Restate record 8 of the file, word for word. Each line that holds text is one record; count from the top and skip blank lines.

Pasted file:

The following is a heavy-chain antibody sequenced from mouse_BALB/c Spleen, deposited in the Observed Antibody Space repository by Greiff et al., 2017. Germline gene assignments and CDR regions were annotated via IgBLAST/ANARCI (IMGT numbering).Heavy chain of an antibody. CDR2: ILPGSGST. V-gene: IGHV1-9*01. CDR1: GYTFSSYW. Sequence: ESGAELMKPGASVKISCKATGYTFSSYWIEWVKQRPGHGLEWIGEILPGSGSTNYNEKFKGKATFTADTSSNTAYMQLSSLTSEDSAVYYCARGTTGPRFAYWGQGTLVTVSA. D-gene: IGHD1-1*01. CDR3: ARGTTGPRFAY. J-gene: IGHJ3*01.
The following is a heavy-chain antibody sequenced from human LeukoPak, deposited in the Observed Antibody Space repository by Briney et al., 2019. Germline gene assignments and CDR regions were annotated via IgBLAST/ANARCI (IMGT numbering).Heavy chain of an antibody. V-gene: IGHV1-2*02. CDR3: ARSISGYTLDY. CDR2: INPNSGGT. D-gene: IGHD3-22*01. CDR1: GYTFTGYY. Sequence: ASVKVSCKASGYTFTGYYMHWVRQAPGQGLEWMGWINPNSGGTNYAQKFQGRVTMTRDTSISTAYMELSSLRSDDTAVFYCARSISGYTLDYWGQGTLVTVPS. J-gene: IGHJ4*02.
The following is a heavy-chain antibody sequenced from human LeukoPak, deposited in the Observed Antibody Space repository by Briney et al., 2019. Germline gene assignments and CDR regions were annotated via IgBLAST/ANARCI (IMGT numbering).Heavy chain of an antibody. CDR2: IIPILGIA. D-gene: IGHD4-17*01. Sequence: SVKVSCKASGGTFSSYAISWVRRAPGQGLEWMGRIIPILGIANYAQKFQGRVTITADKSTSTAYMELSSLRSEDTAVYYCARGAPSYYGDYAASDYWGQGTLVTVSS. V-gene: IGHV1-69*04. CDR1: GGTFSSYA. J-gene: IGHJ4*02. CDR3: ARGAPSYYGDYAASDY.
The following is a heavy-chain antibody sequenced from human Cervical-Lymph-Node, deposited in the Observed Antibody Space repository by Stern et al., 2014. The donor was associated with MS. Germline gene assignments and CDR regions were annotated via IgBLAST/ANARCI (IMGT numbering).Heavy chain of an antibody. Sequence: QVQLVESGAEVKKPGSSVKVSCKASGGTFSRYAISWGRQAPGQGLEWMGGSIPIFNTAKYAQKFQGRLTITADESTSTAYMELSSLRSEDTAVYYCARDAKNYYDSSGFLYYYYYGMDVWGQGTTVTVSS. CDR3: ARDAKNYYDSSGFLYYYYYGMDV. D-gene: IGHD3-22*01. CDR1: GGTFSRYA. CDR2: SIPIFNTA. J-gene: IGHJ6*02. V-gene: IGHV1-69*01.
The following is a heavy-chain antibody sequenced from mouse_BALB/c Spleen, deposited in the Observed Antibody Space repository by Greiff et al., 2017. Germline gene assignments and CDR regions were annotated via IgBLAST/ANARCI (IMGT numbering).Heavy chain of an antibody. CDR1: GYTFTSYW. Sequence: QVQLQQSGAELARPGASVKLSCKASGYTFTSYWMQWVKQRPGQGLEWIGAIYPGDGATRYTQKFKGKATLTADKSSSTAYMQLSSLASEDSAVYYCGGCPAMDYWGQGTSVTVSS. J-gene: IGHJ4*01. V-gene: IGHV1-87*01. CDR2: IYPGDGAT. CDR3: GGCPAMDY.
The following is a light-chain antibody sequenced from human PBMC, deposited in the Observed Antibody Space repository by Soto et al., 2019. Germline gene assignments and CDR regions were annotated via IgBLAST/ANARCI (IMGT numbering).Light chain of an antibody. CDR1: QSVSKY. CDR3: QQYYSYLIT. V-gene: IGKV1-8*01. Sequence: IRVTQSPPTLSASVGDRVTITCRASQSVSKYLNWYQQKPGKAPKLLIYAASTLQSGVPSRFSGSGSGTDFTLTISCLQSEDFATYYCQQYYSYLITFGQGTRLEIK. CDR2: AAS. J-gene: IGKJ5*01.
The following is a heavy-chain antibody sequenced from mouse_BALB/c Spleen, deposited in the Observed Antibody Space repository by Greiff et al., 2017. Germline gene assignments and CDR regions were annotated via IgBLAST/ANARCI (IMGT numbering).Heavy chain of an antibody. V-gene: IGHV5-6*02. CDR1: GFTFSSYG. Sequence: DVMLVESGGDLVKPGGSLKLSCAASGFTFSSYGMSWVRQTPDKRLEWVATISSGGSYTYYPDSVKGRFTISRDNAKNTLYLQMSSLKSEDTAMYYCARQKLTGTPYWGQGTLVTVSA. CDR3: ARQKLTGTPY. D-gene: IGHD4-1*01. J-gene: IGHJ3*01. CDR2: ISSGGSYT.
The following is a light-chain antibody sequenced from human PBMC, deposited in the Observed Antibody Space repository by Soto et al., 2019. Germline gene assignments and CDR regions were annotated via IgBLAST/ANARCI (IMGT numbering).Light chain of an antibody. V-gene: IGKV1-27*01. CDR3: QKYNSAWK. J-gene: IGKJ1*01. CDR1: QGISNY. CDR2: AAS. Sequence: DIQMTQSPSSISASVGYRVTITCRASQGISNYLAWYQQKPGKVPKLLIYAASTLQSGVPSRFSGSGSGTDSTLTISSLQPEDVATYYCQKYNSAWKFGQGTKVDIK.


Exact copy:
The following is a light-chain antibody sequenced from human PBMC, deposited in the Observed Antibody Space repository by Soto et al., 2019. Germline gene assignments and CDR regions were annotated via IgBLAST/ANARCI (IMGT numbering).Light chain of an antibody. V-gene: IGKV1-27*01. CDR3: QKYNSAWK. J-gene: IGKJ1*01. CDR1: QGISNY. CDR2: AAS. Sequence: DIQMTQSPSSISASVGYRVTITCRASQGISNYLAWYQQKPGKVPKLLIYAASTLQSGVPSRFSGSGSGTDSTLTISSLQPEDVATYYCQKYNSAWKFGQGTKVDIK.